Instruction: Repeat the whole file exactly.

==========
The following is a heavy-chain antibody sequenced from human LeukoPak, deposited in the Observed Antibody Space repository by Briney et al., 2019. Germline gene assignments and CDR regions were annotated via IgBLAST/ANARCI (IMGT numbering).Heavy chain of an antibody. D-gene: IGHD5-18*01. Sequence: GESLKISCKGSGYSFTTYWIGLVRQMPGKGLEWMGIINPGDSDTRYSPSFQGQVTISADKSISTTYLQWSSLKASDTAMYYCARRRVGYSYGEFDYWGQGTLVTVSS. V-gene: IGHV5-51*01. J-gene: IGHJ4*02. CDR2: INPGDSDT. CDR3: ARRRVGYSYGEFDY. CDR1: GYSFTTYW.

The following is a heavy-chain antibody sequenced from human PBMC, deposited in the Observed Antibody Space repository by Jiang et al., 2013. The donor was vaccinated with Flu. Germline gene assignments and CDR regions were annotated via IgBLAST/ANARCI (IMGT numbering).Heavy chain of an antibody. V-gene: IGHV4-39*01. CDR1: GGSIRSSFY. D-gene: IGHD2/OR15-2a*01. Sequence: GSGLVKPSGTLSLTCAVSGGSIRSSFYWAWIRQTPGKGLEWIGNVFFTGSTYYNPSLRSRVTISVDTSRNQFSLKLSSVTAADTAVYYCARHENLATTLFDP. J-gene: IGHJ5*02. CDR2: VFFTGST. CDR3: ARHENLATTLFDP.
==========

The following is a heavy-chain antibody sequenced from human LeukoPak, deposited in the Observed Antibody Space repository by Briney et al., 2019. Germline gene assignments and CDR regions were annotated via IgBLAST/ANARCI (IMGT numbering).Heavy chain of an antibody. D-gene: IGHD5-18*01. Sequence: GESLKISCKGSGYSFTTYWIGLVRQMPGKGLEWMGIINPGDSDTRYSPSFQGQVTISADKSISTTYLQWSSLKASDTAMYYCARRRVGYSYGEFDYWGQGTLVTVSS. V-gene: IGHV5-51*01. J-gene: IGHJ4*02. CDR2: INPGDSDT. CDR3: ARRRVGYSYGEFDY. CDR1: GYSFTTYW.

The following is a heavy-chain antibody sequenced from human PBMC, deposited in the Observed Antibody Space repository by Jiang et al., 2013. The donor was vaccinated with Flu. Germline gene assignments and CDR regions were annotated via IgBLAST/ANARCI (IMGT numbering).Heavy chain of an antibody. V-gene: IGHV4-39*01. CDR1: GGSIRSSFY. D-gene: IGHD2/OR15-2a*01. Sequence: GSGLVKPSGTLSLTCAVSGGSIRSSFYWAWIRQTPGKGLEWIGNVFFTGSTYYNPSLRSRVTISVDTSRNQFSLKLSSVTAADTAVYYCARHENLATTLFDP. J-gene: IGHJ5*02. CDR2: VFFTGST. CDR3: ARHENLATTLFDP.